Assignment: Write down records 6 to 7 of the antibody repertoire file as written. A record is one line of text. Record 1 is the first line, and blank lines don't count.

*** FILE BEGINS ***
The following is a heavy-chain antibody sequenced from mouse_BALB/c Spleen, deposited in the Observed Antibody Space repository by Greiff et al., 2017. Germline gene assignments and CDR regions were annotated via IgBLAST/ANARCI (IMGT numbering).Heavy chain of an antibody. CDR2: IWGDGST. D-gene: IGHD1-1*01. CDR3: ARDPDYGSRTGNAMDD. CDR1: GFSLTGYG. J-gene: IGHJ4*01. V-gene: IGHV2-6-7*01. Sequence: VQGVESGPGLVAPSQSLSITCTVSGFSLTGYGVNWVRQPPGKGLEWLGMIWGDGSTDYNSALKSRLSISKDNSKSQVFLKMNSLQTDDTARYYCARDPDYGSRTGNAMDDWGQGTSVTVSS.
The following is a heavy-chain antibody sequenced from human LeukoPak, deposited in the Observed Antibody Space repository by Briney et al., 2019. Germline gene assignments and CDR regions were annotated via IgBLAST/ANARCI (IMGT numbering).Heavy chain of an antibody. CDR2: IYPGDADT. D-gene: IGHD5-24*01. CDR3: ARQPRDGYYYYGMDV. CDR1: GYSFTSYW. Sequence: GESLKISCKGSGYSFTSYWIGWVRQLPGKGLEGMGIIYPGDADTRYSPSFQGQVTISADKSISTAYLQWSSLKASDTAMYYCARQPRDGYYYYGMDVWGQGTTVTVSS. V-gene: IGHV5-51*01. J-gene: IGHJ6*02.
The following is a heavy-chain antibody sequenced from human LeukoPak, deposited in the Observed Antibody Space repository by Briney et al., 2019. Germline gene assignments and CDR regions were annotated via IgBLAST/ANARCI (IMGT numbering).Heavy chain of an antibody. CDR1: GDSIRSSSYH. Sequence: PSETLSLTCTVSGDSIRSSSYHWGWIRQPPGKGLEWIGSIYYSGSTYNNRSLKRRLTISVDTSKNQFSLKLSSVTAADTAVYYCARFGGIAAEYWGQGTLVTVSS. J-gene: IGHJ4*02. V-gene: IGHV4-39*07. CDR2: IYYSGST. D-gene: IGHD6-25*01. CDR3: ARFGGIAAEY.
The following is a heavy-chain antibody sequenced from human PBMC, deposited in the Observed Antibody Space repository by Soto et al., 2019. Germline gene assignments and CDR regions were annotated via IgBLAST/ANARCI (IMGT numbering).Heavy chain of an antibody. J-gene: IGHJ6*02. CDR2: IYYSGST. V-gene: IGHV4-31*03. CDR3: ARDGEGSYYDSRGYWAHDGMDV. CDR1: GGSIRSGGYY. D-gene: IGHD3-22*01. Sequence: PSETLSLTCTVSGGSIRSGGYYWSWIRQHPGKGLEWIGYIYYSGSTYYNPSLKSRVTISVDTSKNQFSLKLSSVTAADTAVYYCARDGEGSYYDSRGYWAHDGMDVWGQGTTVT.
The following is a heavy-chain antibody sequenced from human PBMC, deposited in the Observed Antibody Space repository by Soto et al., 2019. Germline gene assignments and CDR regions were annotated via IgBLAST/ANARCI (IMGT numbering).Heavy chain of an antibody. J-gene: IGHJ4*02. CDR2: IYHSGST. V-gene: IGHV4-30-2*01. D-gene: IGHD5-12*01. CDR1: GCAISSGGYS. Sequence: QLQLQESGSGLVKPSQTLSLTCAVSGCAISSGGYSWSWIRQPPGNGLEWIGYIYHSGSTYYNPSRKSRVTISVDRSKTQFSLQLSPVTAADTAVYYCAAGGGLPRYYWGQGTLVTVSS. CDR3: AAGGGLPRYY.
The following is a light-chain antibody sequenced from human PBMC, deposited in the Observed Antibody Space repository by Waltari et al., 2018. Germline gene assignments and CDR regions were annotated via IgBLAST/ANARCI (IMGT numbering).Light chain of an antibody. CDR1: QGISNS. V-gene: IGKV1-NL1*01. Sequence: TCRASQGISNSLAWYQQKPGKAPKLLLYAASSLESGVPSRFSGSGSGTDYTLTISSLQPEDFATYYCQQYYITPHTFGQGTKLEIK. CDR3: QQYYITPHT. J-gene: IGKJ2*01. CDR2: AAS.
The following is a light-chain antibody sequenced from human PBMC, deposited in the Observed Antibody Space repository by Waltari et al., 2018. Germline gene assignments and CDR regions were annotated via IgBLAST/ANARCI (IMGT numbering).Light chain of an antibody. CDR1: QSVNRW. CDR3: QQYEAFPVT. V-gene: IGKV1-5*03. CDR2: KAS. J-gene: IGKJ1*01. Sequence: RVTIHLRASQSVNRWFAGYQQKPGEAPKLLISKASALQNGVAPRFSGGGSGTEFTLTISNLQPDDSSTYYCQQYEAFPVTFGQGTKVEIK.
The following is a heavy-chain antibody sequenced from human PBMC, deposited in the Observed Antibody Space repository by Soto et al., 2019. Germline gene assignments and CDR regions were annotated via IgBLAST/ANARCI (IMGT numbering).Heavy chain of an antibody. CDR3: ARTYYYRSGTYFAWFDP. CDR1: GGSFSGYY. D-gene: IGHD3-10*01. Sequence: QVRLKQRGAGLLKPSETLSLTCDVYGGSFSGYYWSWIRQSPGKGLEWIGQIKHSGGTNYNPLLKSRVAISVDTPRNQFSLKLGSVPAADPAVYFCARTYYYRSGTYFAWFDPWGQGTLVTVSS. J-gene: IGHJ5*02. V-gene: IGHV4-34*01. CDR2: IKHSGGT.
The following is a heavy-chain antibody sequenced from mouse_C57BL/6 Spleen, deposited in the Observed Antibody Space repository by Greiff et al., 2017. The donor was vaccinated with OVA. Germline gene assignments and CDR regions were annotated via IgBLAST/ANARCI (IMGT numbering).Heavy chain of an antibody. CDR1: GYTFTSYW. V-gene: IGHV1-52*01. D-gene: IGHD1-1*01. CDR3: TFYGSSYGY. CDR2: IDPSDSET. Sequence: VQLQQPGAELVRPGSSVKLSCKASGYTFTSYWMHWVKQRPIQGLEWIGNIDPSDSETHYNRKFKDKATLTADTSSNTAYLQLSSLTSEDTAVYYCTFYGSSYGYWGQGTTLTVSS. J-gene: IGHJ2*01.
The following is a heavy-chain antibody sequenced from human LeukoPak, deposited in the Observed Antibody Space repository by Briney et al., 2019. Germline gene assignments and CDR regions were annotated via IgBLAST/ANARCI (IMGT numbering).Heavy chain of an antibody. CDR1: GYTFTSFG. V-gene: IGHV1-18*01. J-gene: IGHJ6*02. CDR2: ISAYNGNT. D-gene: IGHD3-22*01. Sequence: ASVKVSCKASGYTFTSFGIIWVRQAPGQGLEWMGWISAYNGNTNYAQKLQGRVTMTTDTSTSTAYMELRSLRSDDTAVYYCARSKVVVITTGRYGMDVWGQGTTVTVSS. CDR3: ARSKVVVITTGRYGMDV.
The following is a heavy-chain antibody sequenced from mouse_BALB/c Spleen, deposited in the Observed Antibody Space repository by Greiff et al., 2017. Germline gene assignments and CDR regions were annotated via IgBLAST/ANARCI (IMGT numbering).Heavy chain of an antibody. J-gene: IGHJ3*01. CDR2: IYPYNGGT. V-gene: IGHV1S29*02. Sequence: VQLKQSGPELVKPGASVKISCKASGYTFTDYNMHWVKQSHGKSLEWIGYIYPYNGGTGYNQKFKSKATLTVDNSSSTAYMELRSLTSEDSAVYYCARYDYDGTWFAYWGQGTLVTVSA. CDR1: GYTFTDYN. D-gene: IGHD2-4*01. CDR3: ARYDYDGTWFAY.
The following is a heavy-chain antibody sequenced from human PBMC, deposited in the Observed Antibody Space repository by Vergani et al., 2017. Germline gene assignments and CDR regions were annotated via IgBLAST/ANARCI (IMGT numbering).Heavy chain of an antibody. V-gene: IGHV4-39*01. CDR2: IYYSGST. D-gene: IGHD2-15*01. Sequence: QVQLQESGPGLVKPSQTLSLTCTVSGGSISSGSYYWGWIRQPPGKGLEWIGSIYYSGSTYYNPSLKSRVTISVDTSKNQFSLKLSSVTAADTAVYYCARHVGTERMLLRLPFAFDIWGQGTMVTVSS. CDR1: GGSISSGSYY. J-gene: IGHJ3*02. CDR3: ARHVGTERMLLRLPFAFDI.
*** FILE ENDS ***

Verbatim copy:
The following is a light-chain antibody sequenced from human PBMC, deposited in the Observed Antibody Space repository by Waltari et al., 2018. Germline gene assignments and CDR regions were annotated via IgBLAST/ANARCI (IMGT numbering).Light chain of an antibody. CDR1: QGISNS. V-gene: IGKV1-NL1*01. Sequence: TCRASQGISNSLAWYQQKPGKAPKLLLYAASSLESGVPSRFSGSGSGTDYTLTISSLQPEDFATYYCQQYYITPHTFGQGTKLEIK. CDR3: QQYYITPHT. J-gene: IGKJ2*01. CDR2: AAS.
The following is a light-chain antibody sequenced from human PBMC, deposited in the Observed Antibody Space repository by Waltari et al., 2018. Germline gene assignments and CDR regions were annotated via IgBLAST/ANARCI (IMGT numbering).Light chain of an antibody. CDR1: QSVNRW. CDR3: QQYEAFPVT. V-gene: IGKV1-5*03. CDR2: KAS. J-gene: IGKJ1*01. Sequence: RVTIHLRASQSVNRWFAGYQQKPGEAPKLLISKASALQNGVAPRFSGGGSGTEFTLTISNLQPDDSSTYYCQQYEAFPVTFGQGTKVEIK.